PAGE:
Council on Energy, Environment and Water Integrated | International | Independent

Greening India’s Financial Market

Investigating Opportunities for a Green Bank in India

Arunabha Ghosh, Kanika Chawla, Anjali Jaiswal, Sameer Kwatra, Meredith Connolly, Nehmat Kaur, Bhaskar Deol, Anna Mance, Douglass Sims, Sarah Dougherty, Jeff Schub, and Rob Youngs
May 2016 | Sustainable Finance

Citation: Natural Resources Defence Council and Council on Energy, Environment and Water. 2016. Greening India’s Financial Market: Investigating Opportunities for a Green Bank in India. New York, New Delhi: Natural Resources Defence Council and Council on Energy, Environment and Water.


This interim report on green banks is the latest in the NRDC-CEEW India Clean Energy Finance Series, analyses financing solutions to support the growth of India’s clean energy market. It examines how a green bank can scale up clean energy finance and details its benefits. Further, it analyses green banks in the Indian context and how they can accelerate low-carbon development in India. Further, it examines whether an existing Indian institution could become a green bank.

Key Highlights

  • The mission of the Green Bank is to maximise the deployment of clean energy while lowering the cost of energy for all businesses and residents.
  • Green banks utilise capital from public sources such as central and state government grants, climate finance, green bonds, utility ratepayer funds, renewable portfolio standards, and fossil fuel cess.
  • Green banks can offer reduced lending rates and flexible terms below market standards (i.e., lower rates than available in private sector transactions) that match the terms and payback period of clean energy projects.
  • Green banks lend their name, capital, and credibility to clean energy projects, thus making them more attractive for private players. Also, co-investment with local banks and contractors helps bring these investments to the secondary markets through bond issuances and private placement.
  • Green banks can provide immediate market information and facilitate best practices to increase transparency, boost investor confidence and reduce perceived risks in clean energy investment.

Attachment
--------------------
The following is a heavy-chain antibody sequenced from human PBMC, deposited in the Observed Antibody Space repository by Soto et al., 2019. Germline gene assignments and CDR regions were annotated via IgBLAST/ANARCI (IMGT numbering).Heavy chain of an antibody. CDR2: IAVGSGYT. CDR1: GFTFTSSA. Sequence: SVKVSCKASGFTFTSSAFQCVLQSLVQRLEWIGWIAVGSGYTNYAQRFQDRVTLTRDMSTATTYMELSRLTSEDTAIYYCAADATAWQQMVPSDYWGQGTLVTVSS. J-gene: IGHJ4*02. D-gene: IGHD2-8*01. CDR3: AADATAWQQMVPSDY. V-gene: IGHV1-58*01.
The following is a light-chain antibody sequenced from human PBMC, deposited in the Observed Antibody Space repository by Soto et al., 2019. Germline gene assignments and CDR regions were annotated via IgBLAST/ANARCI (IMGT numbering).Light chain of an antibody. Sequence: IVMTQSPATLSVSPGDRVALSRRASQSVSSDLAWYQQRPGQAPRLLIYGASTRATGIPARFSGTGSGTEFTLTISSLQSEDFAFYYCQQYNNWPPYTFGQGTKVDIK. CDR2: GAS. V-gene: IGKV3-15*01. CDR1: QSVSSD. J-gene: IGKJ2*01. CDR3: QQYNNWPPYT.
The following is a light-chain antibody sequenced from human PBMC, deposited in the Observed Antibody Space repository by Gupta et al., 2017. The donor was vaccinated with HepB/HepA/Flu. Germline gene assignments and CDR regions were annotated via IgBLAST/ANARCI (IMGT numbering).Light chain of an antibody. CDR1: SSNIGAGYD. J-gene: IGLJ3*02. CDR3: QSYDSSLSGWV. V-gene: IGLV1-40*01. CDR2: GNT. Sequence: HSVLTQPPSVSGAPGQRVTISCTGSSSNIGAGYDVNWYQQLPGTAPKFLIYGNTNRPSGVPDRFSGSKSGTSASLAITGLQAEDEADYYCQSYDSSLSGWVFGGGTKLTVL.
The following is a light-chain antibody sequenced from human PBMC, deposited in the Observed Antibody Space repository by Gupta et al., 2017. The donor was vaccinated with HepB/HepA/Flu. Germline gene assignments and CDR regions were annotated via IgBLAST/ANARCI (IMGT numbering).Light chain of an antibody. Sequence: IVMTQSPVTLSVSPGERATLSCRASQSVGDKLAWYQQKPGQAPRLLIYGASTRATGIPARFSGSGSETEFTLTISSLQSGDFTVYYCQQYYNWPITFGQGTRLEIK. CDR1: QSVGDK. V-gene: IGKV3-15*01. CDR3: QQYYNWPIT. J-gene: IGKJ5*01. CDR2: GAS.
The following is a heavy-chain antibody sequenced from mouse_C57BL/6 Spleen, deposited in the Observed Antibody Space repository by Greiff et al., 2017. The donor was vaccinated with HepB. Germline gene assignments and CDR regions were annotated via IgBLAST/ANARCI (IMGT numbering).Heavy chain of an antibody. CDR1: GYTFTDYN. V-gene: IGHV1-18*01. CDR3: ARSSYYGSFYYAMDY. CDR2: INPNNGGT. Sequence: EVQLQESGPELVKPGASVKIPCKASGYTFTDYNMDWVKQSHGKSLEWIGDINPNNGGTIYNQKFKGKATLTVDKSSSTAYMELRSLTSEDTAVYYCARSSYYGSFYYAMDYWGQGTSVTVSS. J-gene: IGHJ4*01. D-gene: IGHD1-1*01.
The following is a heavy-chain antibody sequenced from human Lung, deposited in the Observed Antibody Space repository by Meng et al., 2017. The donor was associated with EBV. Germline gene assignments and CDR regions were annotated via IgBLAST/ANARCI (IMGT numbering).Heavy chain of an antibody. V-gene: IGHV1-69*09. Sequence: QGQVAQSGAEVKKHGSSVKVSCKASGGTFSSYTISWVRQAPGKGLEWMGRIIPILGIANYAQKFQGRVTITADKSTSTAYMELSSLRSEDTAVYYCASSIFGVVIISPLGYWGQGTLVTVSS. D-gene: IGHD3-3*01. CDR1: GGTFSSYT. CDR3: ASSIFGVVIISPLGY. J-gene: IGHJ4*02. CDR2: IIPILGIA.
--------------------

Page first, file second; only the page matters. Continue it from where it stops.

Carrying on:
• Ensuring that low-cost financing (with lower rates) and flexible terms are available to support clean energy projects directly impact whether demand for renewable energy and energy efficiency projects and products exists.
  • Green banks may cover 100 per cent of the project cost but more commonly use co-lending or risk mitigation strategies to bring in private investment.
  • The UK Green Investment Bank and the U.S.-based Connecticut Green Bank are two leading examples of the impact already made by green banks to finance and scale local clean energy markets.

The value proposition for Green Banks in India

  • Reduce the cost of domestic capital in India: Green banks can provide lower interest rates and longer terms of financing to match the payback period and enable more projects to be built.
  • Attract, coordinate, and deploy capital: Green banks would serve as a bridge between government ministries and private markets to ensure market responsiveness in the service of the public interest.
  • Reduce perceived financing risk: Green banks can offer products such as partial credit guarantees, insurance, or loan-loss reserves that reduce the risk and therefore the cost of capital.
  • Attract international investment: Green banks lend their name, capital, and credibility to clean energy projects, which is attractive for private players to invest in them. They can issue green bonds, which enables access to scalable, long-term and low-cost debt capital from institutional investors.
  • Finance smaller projects: Green banks can finance smaller projects like rooftop solar installations on buildings and off-grid solar panels or microgrids in rural villages as having the potential to be transformative in India.
  • Meet national renewable energy targets: Green Bank’s ability to attract international investment and finance smaller projects at a lower cost for developers makes it a key tool to quickly scale the domestic market.
  • Meet international climate commitments: India’s emissions intensity reduction target of 33-35 percent from 2005 levels by 2030 – made as part of the UN climate commitments in December 2015 in Paris – require serious investment in renewable energy and energy efficiency.

Preliminary analysis suggests that a specialised financial institution like a green bank can leverage limited public funds and unlock broader private investment in clean energy projects. Green banks offer solutions to overcome local financing barriers for clean energy and can play a significant role in accelerating low-carbon development projects.

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